Three Cuts: Replay debate, bullpen woes factor into Braves' loss to Jays
Here are a few detailed observations from the Braves' 6-5 loss to the Toronto Blue Jays on Saturday -- a wild 10-inning defeat that looked like a surefire Atlanta victory in the middle innings:
I agree with FOX Sports South TV analyst Matt Diaz: You can look at the replay of Dalton Pompey's infield single a hundred times -- from 20 different angles -- and still not generate conclusive evidence of whether the rookie speedster was safe or out.
(Thus, replay officials in New York City felt obligated to uphold the initial on-field ruling.)
Conversely, TV analyst Joe Simpson was absolutely certain Pompey was out; and if that had been the case, Braves southpaw Alex Wood would have owned a 4-2 lead through seven strong innings. (Instead, it was 4-3, and he was removed with two outs in the 6th.)
But what was so definitive about the bang-bang play, in Simpson's mind?
Does an out begin when the ball breaks the plane of the first baseman's glove (in this case, we're talking about Freddie Freeman)? Or must the assisted ball --we're talking about Andrelton Simmons' throw from the 6-hole -- strike the palm of the first baseman's glove?
It's kind of a gray area for fielders ... unlike for the baserunner, who must simply get a toe on the bag to force a 'safe' decision.
Either way, it was a crucial call in a game the Braves controlled for six-plus innings. In fact, given Blue Jays starter R.A. Dickey's shakiness on the mound (two homers allowed, four hits, four walks surrendered), it's hard to believe Atlanta didn't bust this sucker wide open sometime during the middle innings.
Saturday didn't mark Wood's greatest outing of his young career; but he was certainly at his best with one out, luring the Blue Jays into four double plays -- all of the inning-ending variety.
But in the 7th, the third-year pro lost grasp of a seemingly stable 4-0 lead, yielding hits to Danny Valencia (double), Russell Martin (RBI single), Steve Tolleson (RBI triple) and Pompey's controversial infield single -- a well-struck ball that was fielded cleanly by Simmons (more on him later).
Johnson was stellar for Atlanta on Opening Day, mowing down four Miami hitters over two tense innings. He followed that up with five solid appearances, entailing zero runs, one walk and just three hits allowed.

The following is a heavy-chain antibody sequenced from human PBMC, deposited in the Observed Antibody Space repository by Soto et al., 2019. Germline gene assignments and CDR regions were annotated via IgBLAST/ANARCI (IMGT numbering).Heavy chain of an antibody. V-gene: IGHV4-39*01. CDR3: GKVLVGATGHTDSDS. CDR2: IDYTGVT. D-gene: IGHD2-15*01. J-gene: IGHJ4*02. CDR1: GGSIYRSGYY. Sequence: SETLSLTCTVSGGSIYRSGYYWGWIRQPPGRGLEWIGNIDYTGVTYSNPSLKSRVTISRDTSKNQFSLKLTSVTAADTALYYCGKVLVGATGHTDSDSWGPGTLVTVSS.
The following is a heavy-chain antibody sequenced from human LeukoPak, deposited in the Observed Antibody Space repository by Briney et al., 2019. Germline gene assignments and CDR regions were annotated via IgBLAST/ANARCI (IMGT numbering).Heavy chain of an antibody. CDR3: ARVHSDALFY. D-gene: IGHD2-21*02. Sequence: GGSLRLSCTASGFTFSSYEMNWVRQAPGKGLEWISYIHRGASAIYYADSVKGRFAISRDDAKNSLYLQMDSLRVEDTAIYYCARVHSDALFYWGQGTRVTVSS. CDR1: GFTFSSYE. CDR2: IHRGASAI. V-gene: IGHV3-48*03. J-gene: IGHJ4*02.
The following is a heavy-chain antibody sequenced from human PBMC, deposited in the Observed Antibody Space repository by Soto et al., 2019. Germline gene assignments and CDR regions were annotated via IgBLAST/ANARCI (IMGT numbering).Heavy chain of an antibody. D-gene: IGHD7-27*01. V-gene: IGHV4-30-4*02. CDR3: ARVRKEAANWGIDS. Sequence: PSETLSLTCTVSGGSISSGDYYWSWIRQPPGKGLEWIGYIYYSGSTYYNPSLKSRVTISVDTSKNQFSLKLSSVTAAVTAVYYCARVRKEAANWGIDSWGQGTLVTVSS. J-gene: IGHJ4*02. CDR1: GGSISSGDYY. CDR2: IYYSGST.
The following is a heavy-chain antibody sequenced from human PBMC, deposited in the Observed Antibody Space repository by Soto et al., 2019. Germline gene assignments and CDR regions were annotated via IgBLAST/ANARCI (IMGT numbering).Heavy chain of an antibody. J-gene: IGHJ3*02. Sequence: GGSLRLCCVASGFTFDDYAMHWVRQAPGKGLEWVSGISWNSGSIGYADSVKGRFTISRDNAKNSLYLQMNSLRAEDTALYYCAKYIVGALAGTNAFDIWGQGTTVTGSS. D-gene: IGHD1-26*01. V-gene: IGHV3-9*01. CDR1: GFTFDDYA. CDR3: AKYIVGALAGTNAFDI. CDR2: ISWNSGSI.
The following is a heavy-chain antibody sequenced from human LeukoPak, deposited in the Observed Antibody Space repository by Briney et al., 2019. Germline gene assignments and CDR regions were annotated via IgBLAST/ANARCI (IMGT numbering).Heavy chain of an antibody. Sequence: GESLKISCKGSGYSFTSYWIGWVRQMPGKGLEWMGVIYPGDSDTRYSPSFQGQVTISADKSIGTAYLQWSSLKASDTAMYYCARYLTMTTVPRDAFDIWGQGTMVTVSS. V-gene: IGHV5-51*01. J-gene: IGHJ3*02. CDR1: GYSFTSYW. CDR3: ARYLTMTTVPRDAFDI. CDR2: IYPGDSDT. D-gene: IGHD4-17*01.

All good, all the time, right?
Well, Johnson finally faltered on Friday night, yielding two runs and three hits to the Blue Jays -- putting the Braves' cushy lead in jeopardy (three runs entering the 8th).
And on Saturday, with Atlanta holding onto a one-run lead (and potential victory for Wood), Johnson hung a juicy, over-the-plate pitch to Jose Bautista, who turned on the pitch for a lead-changing two-run homer, depositing it deep into the left-field seats.
Suddenly, Atlanta was on the short end of a crazy game, trailing 5-4. (Kelly Johnson would temporarily bring balance to this day, crushing a pinch-hit, game-tying homer in the 9th.)
Now, two porous outings -- in a hitter-friendly park -- aren't justifiable cause for reorganizing the Braves' entire bullpen. However, with the Athletics last season, Johnson often fell victim to the proverbial Snowball Effect, essentially allowing one bad relief appearance to carry over to the next stint.
And quite simply, the Braves (7-4) might not have the depth to absorb any substantial changes to the bullpen -- role-wise -- before the ball reaches the hands of ultra-reliable closer Jason Grilli.
If you watched the entire FOX Sports South broadcast on Saturday, you might have heard about Chip Caray's pregame discussion with Simmons, specifically regarding the unique turf at Rogers Centre.
Simmons labeled the field-turf surface as "fine" (in Caray's words). But he also characterized it as slow ... spongy ... and noted how each groundout comes with crafty topspin.
Fast forward to the latter half of the sixth inning: With the Braves leading 4-0 and one out, Blue Jays rookie Devon Travis chopped a base hit over the head of third baseman Chris Johnson.
In any other major-league park, Travis's ball might have firmly gone to the left fielder, or might have careened down the line for a double. But on this "slow" and "spongy" turf, the batted ball essentially died along the shallow outfield grounds ... leaving a gap hole in the Atlanta defense.
But here came Simmons, virtually out of nowhere, sprinting on a line and then long-diving onto the turf for the ball. He then quickly jumped up and fired a strike to Jace Peterson at second base -- precluding Travis from pursuing a double on the hit.
It was perhaps the greatest Braves play you'll see all year that doesn't get reflected in a box score.
An inning later, with the Blue Jays threatening to score the tying run (after the controversial replay call), Travis blooped a soft-liner into shallow left-center-- only to be robbed by Simmons once again.
This time, the all-world defender executed an over-the-shoulder catch, ending the inning on a supreme high note.
There was some pessimism about the Braves' lineup a few weeks ago -- namely the protection Freeman would get at the 3rd and 5th slots. (He's batting cleanup this season.)
My March rationale: Opposing pitchers, never living in fear of the other Braves hitters, would seldom feel compelled to earnestly address Freeman (career-best 23 homers for 2012/13) -- meaning he'd be a seasonal lock for 100-120 walks.
Fast forward two-plus weeks, though: Nick Markakis (who had reached base safely in his first seven plate appearances this weekend) leads the Braves in walks ... and Freeman (two moon-shot homers for Friday/Saturday) still has an expert knack for punishing pitchers who miss their spots.
In other words, he'll be just fine in the cleanup spot.